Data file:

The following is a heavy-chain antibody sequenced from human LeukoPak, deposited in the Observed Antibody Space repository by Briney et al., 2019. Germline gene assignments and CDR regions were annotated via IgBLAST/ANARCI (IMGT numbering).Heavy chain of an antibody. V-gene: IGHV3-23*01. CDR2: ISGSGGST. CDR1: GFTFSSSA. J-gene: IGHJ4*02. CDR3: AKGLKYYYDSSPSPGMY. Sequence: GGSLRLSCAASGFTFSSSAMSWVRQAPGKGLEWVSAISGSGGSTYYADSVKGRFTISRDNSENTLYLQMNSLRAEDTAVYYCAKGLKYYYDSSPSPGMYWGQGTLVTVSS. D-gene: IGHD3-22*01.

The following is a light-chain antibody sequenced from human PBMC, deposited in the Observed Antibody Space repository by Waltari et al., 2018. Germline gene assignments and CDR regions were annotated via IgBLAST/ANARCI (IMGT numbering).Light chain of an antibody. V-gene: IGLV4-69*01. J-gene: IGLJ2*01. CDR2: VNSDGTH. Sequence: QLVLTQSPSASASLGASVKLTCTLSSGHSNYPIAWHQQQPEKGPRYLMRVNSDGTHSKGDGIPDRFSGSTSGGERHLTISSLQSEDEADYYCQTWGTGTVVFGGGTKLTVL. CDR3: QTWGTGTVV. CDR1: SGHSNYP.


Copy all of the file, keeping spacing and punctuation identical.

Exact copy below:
The following is a heavy-chain antibody sequenced from human LeukoPak, deposited in the Observed Antibody Space repository by Briney et al., 2019. Germline gene assignments and CDR regions were annotated via IgBLAST/ANARCI (IMGT numbering).Heavy chain of an antibody. V-gene: IGHV3-23*01. CDR2: ISGSGGST. CDR1: GFTFSSSA. J-gene: IGHJ4*02. CDR3: AKGLKYYYDSSPSPGMY. Sequence: GGSLRLSCAASGFTFSSSAMSWVRQAPGKGLEWVSAISGSGGSTYYADSVKGRFTISRDNSENTLYLQMNSLRAEDTAVYYCAKGLKYYYDSSPSPGMYWGQGTLVTVSS. D-gene: IGHD3-22*01.

The following is a light-chain antibody sequenced from human PBMC, deposited in the Observed Antibody Space repository by Waltari et al., 2018. Germline gene assignments and CDR regions were annotated via IgBLAST/ANARCI (IMGT numbering).Light chain of an antibody. V-gene: IGLV4-69*01. J-gene: IGLJ2*01. CDR2: VNSDGTH. Sequence: QLVLTQSPSASASLGASVKLTCTLSSGHSNYPIAWHQQQPEKGPRYLMRVNSDGTHSKGDGIPDRFSGSTSGGERHLTISSLQSEDEADYYCQTWGTGTVVFGGGTKLTVL. CDR3: QTWGTGTVV. CDR1: SGHSNYP.